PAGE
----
The music changes slightly- first of all we are greeted by modern, upbeat pop music- implying to us this film will be happy and light- like most chick flicks naturally are. The singer is also female- giving us more of this female dominance and insinuating the genre of a chick flick. Also, the lyrics sing about ‘New York’ connotating Americana- and we know this is true as ‘Sex and the City 2’ is an American film and mainly based there and has mostly American stars. We then move onto the theme tune of the ‘Sex and the City’ franchise- which audiences will know and love if they have watched the TV show/first film- and it gives them something to relate to and familarise themselves with. It is, however, different slightly- it is big, and grand, and played by an orchestra. It gives the sense to the audience that this new sequel will be bigger and netter than the first film- making them want to go and see it.


Generally the camera shots used are simple and normal. There are long / 4 shots to show the four main female character together- the group which makes the programmes/films what it is. It connotates friendship and togetherness, making the audience feel that this film will revolve around the relationships of these four friends and therefore be happy and light. There were also alot of mid shots to show the characters doing various things- laughing, talking, looking after children- insinuating this film will involve many different areas of these women’s lives and we instantly want to know more about them and whether their lives/ current predicament will change. The long shot showing the characters riding on camels through the desert implies this film will show us the characters out of America and promises new and unique storylines that we, the audience, have not seen before.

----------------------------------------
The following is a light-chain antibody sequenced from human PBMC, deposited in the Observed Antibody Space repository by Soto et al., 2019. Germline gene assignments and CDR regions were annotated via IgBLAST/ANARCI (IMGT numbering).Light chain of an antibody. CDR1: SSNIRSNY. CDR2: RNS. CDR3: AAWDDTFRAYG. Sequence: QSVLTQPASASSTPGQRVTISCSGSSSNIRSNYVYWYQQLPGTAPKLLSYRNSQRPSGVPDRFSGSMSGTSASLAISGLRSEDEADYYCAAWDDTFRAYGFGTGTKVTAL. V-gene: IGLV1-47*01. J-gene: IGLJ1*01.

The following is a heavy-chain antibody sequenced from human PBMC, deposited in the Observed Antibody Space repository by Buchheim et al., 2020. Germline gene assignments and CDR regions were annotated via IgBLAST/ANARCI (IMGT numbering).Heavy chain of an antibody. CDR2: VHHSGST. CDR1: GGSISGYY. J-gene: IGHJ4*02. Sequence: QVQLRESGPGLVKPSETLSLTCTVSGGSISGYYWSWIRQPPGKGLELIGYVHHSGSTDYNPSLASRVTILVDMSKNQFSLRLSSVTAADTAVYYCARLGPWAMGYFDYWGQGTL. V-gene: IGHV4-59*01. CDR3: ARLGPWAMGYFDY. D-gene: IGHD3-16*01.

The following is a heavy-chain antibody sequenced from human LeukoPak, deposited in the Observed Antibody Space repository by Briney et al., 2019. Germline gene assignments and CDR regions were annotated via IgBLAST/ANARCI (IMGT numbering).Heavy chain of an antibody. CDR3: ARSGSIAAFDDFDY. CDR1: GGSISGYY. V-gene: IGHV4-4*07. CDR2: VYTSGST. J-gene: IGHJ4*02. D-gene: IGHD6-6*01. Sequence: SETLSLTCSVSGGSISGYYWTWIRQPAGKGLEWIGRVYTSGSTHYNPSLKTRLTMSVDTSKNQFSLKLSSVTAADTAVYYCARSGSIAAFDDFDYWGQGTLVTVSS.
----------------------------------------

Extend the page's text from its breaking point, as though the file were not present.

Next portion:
Overall it had a slow pace. It doesn’t need to heighten tension- as a chick flick is generally not very tense or shocking. There were some fast cuts but they weren’t dramatic and did so only to change location and keep the audience’s attention on the trailer at hand. Giving them insights into what happens- but not all of it- helps them to get people to come and see what really happens. But, as I said, it had a slow pace. But it doesn’t need one- they’ve already set up the audiences expectation with a first film and therefore do not need to recreate this with it’s sequel’s trailer. And anyway, it somehow makes the film appear more realistic to the audiences- life is not fast paced or editied reguarly and therefore the film is appealing to people as they relate more to the pace and generally what is going on within the trailer itself.


The trailer is mostly narrated by the voice of the main character- Carrie (SJP) and I think that this was used because it is a regular aspect of the TV programme and helps the audience to understand what the sequel will be about. It’s quite simple really- she tells us there’s something new in store and that the story clearly wasn’t over at the end of the first film- making audience’s excited and anticipating what could possibly happen in the next film. She also talks about going out with ‘the girls’ and this informs us this definetly is a chick flick, aimed primarily at women- as it is something most women can realte to: having a day out with their closest friends, who are, for most, other women. It also makes the plot sound quite basic and dull to some- just ‘going out’ woth friends?? But could excite other audiences as it makes the film appear light hearted, fun and happy- something they cansit back, relax and watch instead of being challenged mentally by. Other dialogue featured is mostly contained of laughter and clapping- insinuating the film will be fun and upbeat throughout.